Skyscraper Effect in China?

Chinese Skyscrapers Mania

Skyscrapers are some of the most long-term building projects on the planet, and China seems to build a new one every day. Shanghai currently has three of the 16 tallest buildings in the world: the Jin Mao Tower (1999), the Shanghai World Financial Center (2008) and the Shanghai Tower (2014). And China is planning to finish the tallest skyscraper in the world with a project in Changsha, the capital city of central China’s Hunan province.

 

 Do Skyscrapers Cause Economic Depression?

The economist Andrew Lawrence created the “skyscraper index” in 1999 to point out the correlation between the building of the latest “world’s tallest skyscraper” with impending global financial disaster. Lawrence called his index an “unhealthy 100 years of correlation.” Bottom line: if you hear that some builder is constructing the “tallest skyscraper in the world,” watch out! It is not that the building of the skyscraper causes the economic depression, but is rather a prominent symptom of powerful economic forces. Specifically, these skyscrapers tend to get built when there is the largest disconnect between the actual interest rate and the natural interest rate. That is, when government intervention forces the actual interest rate lower than the natural rate of interest for a long period of time and to a great extent.

Boom-Bust Business Cycle

The builders announce and begin constructing the world’s tallest skyscraper in the late phase of the boom in the Austrian business cycle, while unemployment is still low. Next is a sharp economic downturn and increase in unemployment. The skyscraper is finally completed during the early phase of the inevitable economic correction. Had the builders known the future, they would not have continued their incredible building project in these cases, but, the relevant price information typically comes too late for them to make an informed decision on construction.

Capital-Intensive Boom

The most famous economic disaster in U.S. history, the Great Depression, took place at a time of what Austrian economist Mark Thornton called a “capital-intensive boom in the construction of ever-taller buildings.” What was he talking about? Everybody has heard about the massive gains and bubble in the stock market at the end of the 1920s, but fewer are aware of the massive construction bubble that occurred at the same time. At the time of the great stock market crash, U.S. builders were in the midst of constructing not just one of the “world’s tallest skyscrapers,” but three: 40 Wall Street (71 stories in 1929), the Chrysler Building (77 stories in 1930), and, of course, the Empire State building (102 stories in 1931).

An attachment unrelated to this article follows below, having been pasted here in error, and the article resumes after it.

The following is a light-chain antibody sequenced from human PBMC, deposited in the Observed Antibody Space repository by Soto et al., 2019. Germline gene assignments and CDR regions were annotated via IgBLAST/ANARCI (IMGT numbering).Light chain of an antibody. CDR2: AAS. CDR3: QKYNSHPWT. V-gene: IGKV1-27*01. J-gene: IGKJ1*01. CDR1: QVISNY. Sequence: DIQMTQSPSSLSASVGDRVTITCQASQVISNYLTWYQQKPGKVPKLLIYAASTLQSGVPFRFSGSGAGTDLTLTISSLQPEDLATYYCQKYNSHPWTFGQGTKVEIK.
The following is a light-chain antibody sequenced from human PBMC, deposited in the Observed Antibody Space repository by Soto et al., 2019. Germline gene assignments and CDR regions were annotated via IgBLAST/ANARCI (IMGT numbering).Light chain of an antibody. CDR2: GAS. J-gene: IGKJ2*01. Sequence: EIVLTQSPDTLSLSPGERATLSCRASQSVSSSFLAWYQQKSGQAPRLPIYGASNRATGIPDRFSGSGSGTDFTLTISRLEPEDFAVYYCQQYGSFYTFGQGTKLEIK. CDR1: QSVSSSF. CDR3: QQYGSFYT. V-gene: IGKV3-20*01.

What is the Austrian Explanation of the Skyscraper Effect?

skyscraper

Planned “world’s tallest skyscraper” in Changsha, China.

The skyscraper has become the symbol of the capitalist system in the modern era, much like railroads and factories were its symbols in earlier eras. Skyscrapers are very long-term investment projects – just the kind of projects that artificial booms encourage. Remember, during the Great Depression, the famous “cluster of errors” occurred first in capital-goods industries rather than consumer-goods industries.

Mark Thornton explained, “In the Austrian view, changes in the interest rate change the relative price between longer-term capital projects and shorter-term capital projects. A lowering of the interest rate raises the prices of longer-term capital goods relative to shorter-term capital goods.” The market responds to this change in relative prices by diverting resources to long-term capital goods, such as skyscrapers. There are only so many resources in the economy at any given time, and they do not always get diverted to the best long-term projects for the actual market. “These resources become formulated in a highly specific capital good that may not be well suited to the alternative production processes of the postadjustment economy,” said Thornton.

And then there is the earthy question of what happens when land prices go up and construction prices go down? Skyscrapers go up.

Thornton explained what happened in four major financial crises throughout the 20th century:

“First, a period of “easy money” leads to a rapid expansion of the economy and a boom in the stock market. In particular, the relatively easy availability of credit fuels a substantial increase in capital expenditures. Capital expenditures flow in the direction of new technologies that in turn creates new industries and transforms some existing industries in terms of their structure and technology. This is when the world’s tallest buildings are begun. At some point thereafter, negative information ignites panicky behavior in financial markets and there is a decline in the relative price of fixed capital goods. Finally, unemployment increases, particularly in capital- and technology-intensive industries. While this analysis concentrates on the US economy, the impact of these crises was often felt outside the domestic economy.”

Perhaps the Chinese government knows about the skyscraper effect and that is why last summer they called it off “until the project passes relevant safety examinations and gains building permits.”

 

Read Mark Thornton’s Skyscrapers and Business Cycles

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